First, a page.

One is the political “transition plan” developed by the Gulf monarchies and approved by the UN, which can probably be considered dead. It was aflawed plan anyway, designed to preserve as much of the status quo as possible while providing for Saleh’s resignation. The Gulf states are fuming at the latest turn of events and have called for the “restoration” of government authority. In reality, there is little to restore, because the Yemeni government has never held much sway outside the major cities.
The Houthis’ Shia connection also fuels Gulf paranoia and sectarian rhetoric directed against Iran, though the extent of Iranian support for the Houthis is far from clear – not least because of theological differences.
Other initial casualties of the Houthis’ rise appear to be the Islah party and General Ali Muhsen al-Ahmar. Once regarded as the second most powerful man in Yemen, Ahmar commanded the First Armoured Division but is now reported to have fled the country and the Houthis plan to turn his headquarters into a public park. Few will be sorry to see him gone.
The Sunni Islah party, often viewed as Yemen’s equivalent of the Muslim Brotherhood, has been a primary target for the Houthis. Its members range from Tawakkul Karman, the Nobel peace prize winner, at one end of the spectrum, to the red-bearded Abdulmajid al-Zindani, listed by the US as a “specially designated global terrorist” at the other.
On arriving in Sana’a, the Houthis invaded Karman’s home and seized Iman university, a controversial religious institution founded by Zindani which claims to have developed an Islamic herbal cure for HIV/Aids.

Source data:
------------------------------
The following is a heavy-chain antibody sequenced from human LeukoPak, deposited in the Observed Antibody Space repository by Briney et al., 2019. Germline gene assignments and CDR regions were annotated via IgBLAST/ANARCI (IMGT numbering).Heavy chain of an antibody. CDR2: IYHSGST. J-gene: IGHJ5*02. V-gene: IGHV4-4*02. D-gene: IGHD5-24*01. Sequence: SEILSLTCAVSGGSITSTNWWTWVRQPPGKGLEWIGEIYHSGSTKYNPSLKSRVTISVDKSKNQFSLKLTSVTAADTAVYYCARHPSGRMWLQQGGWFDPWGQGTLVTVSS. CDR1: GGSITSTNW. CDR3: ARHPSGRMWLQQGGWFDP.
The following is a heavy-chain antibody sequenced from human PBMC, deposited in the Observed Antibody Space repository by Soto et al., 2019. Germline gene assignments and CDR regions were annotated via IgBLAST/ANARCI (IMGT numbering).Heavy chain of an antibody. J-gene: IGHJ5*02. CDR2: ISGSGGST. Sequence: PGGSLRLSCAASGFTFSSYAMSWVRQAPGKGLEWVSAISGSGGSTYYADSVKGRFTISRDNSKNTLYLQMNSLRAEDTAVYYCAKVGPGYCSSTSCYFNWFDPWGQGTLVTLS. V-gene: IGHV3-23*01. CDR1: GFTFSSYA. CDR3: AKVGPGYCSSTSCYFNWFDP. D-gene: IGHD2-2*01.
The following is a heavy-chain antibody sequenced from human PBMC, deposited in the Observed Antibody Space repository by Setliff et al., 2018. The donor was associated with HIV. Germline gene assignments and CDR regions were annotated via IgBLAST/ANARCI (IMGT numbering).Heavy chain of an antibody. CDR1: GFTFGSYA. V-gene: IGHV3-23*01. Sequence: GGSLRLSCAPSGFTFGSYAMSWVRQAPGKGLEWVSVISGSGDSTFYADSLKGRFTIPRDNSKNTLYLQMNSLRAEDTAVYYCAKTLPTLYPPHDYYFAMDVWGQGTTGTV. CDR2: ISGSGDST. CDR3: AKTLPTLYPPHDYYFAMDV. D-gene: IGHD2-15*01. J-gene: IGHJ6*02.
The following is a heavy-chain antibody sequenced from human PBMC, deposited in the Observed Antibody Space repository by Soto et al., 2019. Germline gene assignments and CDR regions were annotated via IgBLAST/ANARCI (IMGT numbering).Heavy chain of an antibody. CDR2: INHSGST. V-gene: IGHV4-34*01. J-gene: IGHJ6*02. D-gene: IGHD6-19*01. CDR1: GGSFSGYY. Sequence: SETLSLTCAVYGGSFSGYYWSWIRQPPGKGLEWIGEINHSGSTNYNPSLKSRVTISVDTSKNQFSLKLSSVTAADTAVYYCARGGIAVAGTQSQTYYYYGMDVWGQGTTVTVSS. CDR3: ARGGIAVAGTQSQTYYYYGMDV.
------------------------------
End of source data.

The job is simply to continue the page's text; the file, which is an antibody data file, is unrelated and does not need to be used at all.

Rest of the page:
It’s still unclear how this will affect the US. The Houthis have often indulged in anti-American rhetoric but they are also sworn enemies of al-Qaida. Al-Qaida, meanwhile, has been calling on its supporters to fight the Houthis and has already launched several apparent attacks – the latest one reportedly killing at least 42 people.
In southern Yemen, where the Herak movement is seeking independence from the north, many are also in a quandary. Susanne Dahlgren writes:
“Southerners received the news of the Houthi takeover of Sana’a with mixed feelings. Some are optimistic that the sudden change opens up the possibility of breaking the overall political deadlock that men such as Salih created. Others see the country dragged more deeply into the great game between the Saudis and the Iranians for regional hegemony, a message that satellite channels from the Gulf repeat evening after evening. For still others, the Houthis are just hicks with no manners.”
In a country where conspiracies and rumours of conspiracies abound, many are wondering how the Houthis could have come so far without inside help.
Others suspect the hand of ex-president Saleh who was allowed to stay in Yemen after his resignation, protected from prosecution, and in a position to cause further trouble. Last week, one Yemeni website published what it said was a poster on sale in Sana’a showing the Houthi leader side by side with Saleh’s son (formerly regarded as heir to the presidency) with a caption saying: “We have committed ourselves to the service of this people.”